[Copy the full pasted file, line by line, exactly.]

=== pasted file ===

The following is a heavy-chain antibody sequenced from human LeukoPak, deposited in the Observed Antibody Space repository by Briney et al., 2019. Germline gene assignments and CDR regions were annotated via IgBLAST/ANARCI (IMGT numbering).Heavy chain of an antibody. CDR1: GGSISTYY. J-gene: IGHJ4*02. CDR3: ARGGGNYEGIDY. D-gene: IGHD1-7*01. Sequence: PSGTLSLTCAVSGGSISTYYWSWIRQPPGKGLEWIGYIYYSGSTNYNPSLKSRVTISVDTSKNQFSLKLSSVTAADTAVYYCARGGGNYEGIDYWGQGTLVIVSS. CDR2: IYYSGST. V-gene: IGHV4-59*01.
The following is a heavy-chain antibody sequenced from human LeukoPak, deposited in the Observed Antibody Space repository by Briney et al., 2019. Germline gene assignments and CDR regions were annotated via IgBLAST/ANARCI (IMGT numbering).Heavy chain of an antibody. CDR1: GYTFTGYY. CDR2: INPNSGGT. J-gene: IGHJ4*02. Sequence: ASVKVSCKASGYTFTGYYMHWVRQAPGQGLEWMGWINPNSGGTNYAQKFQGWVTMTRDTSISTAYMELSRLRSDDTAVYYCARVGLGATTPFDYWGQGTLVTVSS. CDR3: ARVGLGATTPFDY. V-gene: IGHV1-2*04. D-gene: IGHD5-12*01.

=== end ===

The following is a heavy-chain antibody sequenced from human LeukoPak, deposited in the Observed Antibody Space repository by Briney et al., 2019. Germline gene assignments and CDR regions were annotated via IgBLAST/ANARCI (IMGT numbering).Heavy chain of an antibody. CDR1: GGSISTYY. J-gene: IGHJ4*02. CDR3: ARGGGNYEGIDY. D-gene: IGHD1-7*01. Sequence: PSGTLSLTCAVSGGSISTYYWSWIRQPPGKGLEWIGYIYYSGSTNYNPSLKSRVTISVDTSKNQFSLKLSSVTAADTAVYYCARGGGNYEGIDYWGQGTLVIVSS. CDR2: IYYSGST. V-gene: IGHV4-59*01.
The following is a heavy-chain antibody sequenced from human LeukoPak, deposited in the Observed Antibody Space repository by Briney et al., 2019. Germline gene assignments and CDR regions were annotated via IgBLAST/ANARCI (IMGT numbering).Heavy chain of an antibody. CDR1: GYTFTGYY. CDR2: INPNSGGT. J-gene: IGHJ4*02. Sequence: ASVKVSCKASGYTFTGYYMHWVRQAPGQGLEWMGWINPNSGGTNYAQKFQGWVTMTRDTSISTAYMELSRLRSDDTAVYYCARVGLGATTPFDYWGQGTLVTVSS. CDR3: ARVGLGATTPFDY. V-gene: IGHV1-2*04. D-gene: IGHD5-12*01.